One kindergarten and two 1st-grade drama classes taught by Ms. White were observed for 9 weeks. Kindergarten drama was observed once a week, about 30 minutes per lesson. Each 1st-grade drama class was observed once a week, about 45-50 minutes per lesson. In addition, I observed full days of regular classroom hours led by the respective classroom teachers to understand how the classroom teachers taught drama to their students and to highlight the drama specialist’s teaching. The full-day observations (8:30 a.m.-1:30 p.m. for kindergarten and 8:30 a.m.-2:30 p.m. for 1st grade) were conducted once or twice a week for 9 weeks.
Formal and informal interviews were conducted with Ms. White to gain a better understanding of her drama curriculum and her teaching practice as well as the school structure and system. Formal interviews in a semi-structured format were carried out almost every week, 8 times for 9 weeks, for about 50 minutes on average, in her office or in the school cafeteria. Informal interviews were conducted frequently, before or after her classes, as well as during her preparation time.
The initial areas of interview questions with Ms. White included such topics as her educational background and teaching experiences, teaching philosophy, expectations for the students’ progress in her class, and specific drama activities and practices. Follow-up interviews were conducted twice after the drama program was over. Each follow-up interview lasted about an hour, centering around her vision of drama education, long-term and short-term goals, and her experience of teaching kindergarten students for the first time.
Analysis of Documents
In order to understand the school structure, system, and mission, I also examined school pamphlets and brochures. The national, state, and district drama and arts curriculum that Ms. White referred to was analyzed in order to understand her drama teaching in general. The school curriculum map, the teachers’ teaching plans, letters to the parents, and evaluation forms also were analyzed in order to understand her specific drama teaching.
The data collection and analysis procedures are based on the “interactive model” (Miles & Huberman, 1994, p. 12), which refers to the activity of data collecting and three types of analysis processes–data deduction (“the process of selecting, focusing, simplifying, abstracting, and transforming data that appears in written-up field notes or transcriptions” [Miles & Huberman, 1994, p. 10]; data display (“an organized, compressed assembly of information that permits conclusion drawing and action” [Miles & Huberman, 1994, p. 11]); and conclusion (drawing and verifying conclusion)–that form an interactive, cyclical process. The interactive model was used for this research because it can provide continuous, iterative process of analysis for better qualitative validity and credibility, compared to a single, linear analysis process.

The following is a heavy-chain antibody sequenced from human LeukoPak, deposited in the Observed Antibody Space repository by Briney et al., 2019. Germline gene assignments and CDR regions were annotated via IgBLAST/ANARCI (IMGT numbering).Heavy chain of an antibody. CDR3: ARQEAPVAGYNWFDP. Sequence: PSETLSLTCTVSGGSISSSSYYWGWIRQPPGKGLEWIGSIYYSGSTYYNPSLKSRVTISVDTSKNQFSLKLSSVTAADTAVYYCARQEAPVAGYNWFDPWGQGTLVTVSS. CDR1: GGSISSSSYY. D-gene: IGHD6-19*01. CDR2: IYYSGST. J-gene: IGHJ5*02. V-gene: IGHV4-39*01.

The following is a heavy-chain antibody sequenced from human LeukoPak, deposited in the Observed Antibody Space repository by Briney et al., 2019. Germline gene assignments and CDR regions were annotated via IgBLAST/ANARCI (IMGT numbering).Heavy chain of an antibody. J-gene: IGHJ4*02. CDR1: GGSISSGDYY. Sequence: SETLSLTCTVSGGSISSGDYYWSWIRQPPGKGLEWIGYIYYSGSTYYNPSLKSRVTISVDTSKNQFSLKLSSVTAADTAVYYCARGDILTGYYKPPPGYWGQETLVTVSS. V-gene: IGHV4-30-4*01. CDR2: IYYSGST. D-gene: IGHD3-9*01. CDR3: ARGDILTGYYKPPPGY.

Data were collected through observations, interviews, and related documents, as described in the Data Sources section. To facilitate making direct connections with the research questions and concepts of interest, the data codes (with broad but concrete categories) were created through the extensive reviews of existing research on drama education and curriculum. Specific examples of thepreset categories defined for this research included drama knowledge, techniques, skills, body movements, and vocalization. The preset categories and sub-categories and their corresponding codes were developed, expanded on, refined, and revised multiple times while the study progressed and as new issues emerged. While the inquiry was in progress, contact summary forms were filled out immediately after completing each field note, such that the key points were summarized and emerging themes were recognized to guide planning for the next observation. In this process, data reduction was conducted by generating a conceptual level of coding system (e.g., structure, reflection, expressivity, representation, and imagination).
Data display as well as drawing and verifying conclusions included follow-ups with the participants, with emphasis on their interpretations of the data collected, the triangulation of information, and the construction of meaning from the phenomena observed. Multiple interim reports were made to identify and develop issues, to audit what is known, and to substantiate the known with the data. Each interim paper was shared with the researcher’s colleagues, who worked in, studied, and were interested in early childhood education and/or arts education.